Over the past couple of months, I’ve written several posts about structured data markup and the increasing importance of building machine-readable context and descriptions into content that’s created for the web. Structured data is already used by the major search engines to provide enhanced search result listings, and it’s also used by mobile search providers to produce more accurate local search results.
The trouble is that the world of structured data isn’t all nice, neat and orderly. There’s no single standard “how to” on using structured data markup. The W3C — the organization that develops and manages most of the web’s open standards — recommends two different structured data specifications. The Resource Description Framework in Attributes (RDFa) was developed over a period of years by a W3C working group. The Microdata specification was promoted primarily by the major search players (Google, Yahoo and Bing), and then taken on by another W3C working group in a sort of shotgun wedding.
When there are two standards, is anything really “standard”? More or less. With a little ingenuity, Microdata can be used as a subset of RDFa. The markup vocabularies aren’t interchangeable, but Microdata coding can be used inside of a document that’s written using RDFa specifications. It’s confusing enough, though, that you need to have a firm idea about what’s going on before you start working the code into your website.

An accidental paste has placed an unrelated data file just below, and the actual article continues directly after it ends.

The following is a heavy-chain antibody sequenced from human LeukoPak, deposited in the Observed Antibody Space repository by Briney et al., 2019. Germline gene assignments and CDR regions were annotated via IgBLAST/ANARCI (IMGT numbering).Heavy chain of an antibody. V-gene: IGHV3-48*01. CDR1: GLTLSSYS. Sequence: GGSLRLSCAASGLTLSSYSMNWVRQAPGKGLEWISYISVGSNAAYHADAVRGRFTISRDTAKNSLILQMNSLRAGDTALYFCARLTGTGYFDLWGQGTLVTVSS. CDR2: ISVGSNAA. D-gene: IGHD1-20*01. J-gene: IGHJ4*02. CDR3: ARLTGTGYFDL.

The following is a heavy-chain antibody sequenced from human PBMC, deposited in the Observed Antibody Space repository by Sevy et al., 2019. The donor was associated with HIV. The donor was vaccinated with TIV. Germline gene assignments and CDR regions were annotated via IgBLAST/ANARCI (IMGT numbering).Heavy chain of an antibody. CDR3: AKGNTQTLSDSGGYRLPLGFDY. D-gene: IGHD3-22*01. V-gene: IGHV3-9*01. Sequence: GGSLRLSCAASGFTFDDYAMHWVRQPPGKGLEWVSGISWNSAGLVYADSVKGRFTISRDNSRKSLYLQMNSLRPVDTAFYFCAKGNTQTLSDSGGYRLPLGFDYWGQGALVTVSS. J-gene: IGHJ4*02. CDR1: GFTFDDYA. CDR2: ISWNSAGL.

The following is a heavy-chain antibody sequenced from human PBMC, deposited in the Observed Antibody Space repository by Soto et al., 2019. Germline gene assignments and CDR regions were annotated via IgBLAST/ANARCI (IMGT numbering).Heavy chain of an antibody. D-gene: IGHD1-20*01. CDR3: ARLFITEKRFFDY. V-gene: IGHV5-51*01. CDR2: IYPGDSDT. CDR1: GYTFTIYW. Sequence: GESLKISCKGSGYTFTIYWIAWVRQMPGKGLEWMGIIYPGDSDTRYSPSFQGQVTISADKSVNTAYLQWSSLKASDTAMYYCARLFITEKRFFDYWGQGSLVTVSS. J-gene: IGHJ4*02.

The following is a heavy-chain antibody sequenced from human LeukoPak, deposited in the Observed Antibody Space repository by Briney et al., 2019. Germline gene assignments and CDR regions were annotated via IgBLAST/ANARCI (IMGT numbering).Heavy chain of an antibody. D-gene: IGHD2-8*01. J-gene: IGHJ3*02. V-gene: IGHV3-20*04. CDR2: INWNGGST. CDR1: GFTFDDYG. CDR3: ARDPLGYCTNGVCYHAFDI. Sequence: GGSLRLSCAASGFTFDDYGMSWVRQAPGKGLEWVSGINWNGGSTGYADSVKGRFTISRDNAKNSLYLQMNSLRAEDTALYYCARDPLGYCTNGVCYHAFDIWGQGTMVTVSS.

If you’re interested in delivering semantic information about your content primarily to the major search engines, Microdata is certainly the easier of the two markup formats to use. It’s vocabulary is managed through Schema.org and is pretty tightly controlled. RDFa, on the other hand, is a very open standard. The syntax, or “format” used in RDFa is managed through a broad-based W3C working group — but almost any person or organization can create an RDFa descriptive vocabulary, known as a schema (not to be confused with Schema.org).
Some schemas, such as Dublin Core or Friend of a Friend, are commonly used and referenced in millions of online documents. Schema.org — the name is a hint here — also promotes a widely used schema. But RDFa makes the creation of roll-your-own schemas relatively easy, which has resulted in the appearance of numerous, subject-specific vocabularies.
How useful are some of these rather obscure, very specific schemas? Only time will tell, I suppose. In the meantime, it seems the best practice is to keep your structured data markup as simple as possible and use only widely accepted schemas.